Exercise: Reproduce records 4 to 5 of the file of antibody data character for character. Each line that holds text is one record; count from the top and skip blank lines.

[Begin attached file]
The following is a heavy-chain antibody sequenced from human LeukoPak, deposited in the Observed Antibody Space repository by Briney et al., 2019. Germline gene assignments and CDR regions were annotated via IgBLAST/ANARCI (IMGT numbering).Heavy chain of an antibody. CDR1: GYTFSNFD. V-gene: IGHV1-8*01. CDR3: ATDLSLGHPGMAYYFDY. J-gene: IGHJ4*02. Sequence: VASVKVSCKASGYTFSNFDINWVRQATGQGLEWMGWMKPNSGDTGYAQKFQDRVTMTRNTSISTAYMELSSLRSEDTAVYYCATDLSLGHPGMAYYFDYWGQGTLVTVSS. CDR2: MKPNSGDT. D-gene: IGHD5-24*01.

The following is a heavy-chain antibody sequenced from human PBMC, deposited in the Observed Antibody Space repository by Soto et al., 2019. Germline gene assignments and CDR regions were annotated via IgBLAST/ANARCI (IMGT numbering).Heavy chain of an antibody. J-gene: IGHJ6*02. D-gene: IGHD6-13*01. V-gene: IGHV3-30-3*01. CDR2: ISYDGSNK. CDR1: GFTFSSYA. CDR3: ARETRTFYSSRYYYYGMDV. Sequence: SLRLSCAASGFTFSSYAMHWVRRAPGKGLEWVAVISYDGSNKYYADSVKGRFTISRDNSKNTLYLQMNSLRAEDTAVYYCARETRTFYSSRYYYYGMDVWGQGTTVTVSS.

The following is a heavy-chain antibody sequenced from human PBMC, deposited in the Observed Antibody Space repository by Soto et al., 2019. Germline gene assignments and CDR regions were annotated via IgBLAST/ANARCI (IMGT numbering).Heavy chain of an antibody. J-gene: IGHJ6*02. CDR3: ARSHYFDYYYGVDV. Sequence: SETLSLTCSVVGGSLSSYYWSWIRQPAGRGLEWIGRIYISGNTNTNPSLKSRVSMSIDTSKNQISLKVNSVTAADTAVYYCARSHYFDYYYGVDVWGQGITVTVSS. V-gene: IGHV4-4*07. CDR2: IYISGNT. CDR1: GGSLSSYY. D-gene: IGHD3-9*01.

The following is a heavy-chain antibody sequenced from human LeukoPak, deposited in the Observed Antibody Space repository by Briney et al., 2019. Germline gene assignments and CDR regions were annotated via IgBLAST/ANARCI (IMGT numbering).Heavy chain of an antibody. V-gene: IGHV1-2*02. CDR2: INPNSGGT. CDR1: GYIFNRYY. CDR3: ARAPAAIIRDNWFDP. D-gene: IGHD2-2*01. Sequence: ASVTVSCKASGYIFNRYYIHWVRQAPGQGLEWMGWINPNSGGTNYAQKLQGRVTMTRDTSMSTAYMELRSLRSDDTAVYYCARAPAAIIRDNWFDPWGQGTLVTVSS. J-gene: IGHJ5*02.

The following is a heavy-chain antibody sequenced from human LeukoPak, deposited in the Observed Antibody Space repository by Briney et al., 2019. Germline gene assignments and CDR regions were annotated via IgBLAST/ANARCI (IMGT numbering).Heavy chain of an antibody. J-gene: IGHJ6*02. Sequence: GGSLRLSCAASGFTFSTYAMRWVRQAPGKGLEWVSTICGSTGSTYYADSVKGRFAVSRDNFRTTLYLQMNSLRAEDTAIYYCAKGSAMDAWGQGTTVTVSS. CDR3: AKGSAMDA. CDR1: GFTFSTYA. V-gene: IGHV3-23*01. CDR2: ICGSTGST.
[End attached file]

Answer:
The following is a heavy-chain antibody sequenced from human LeukoPak, deposited in the Observed Antibody Space repository by Briney et al., 2019. Germline gene assignments and CDR regions were annotated via IgBLAST/ANARCI (IMGT numbering).Heavy chain of an antibody. V-gene: IGHV1-2*02. CDR2: INPNSGGT. CDR1: GYIFNRYY. CDR3: ARAPAAIIRDNWFDP. D-gene: IGHD2-2*01. Sequence: ASVTVSCKASGYIFNRYYIHWVRQAPGQGLEWMGWINPNSGGTNYAQKLQGRVTMTRDTSMSTAYMELRSLRSDDTAVYYCARAPAAIIRDNWFDPWGQGTLVTVSS. J-gene: IGHJ5*02.

The following is a heavy-chain antibody sequenced from human LeukoPak, deposited in the Observed Antibody Space repository by Briney et al., 2019. Germline gene assignments and CDR regions were annotated via IgBLAST/ANARCI (IMGT numbering).Heavy chain of an antibody. J-gene: IGHJ6*02. Sequence: GGSLRLSCAASGFTFSTYAMRWVRQAPGKGLEWVSTICGSTGSTYYADSVKGRFAVSRDNFRTTLYLQMNSLRAEDTAIYYCAKGSAMDAWGQGTTVTVSS. CDR3: AKGSAMDA. CDR1: GFTFSTYA. V-gene: IGHV3-23*01. CDR2: ICGSTGST.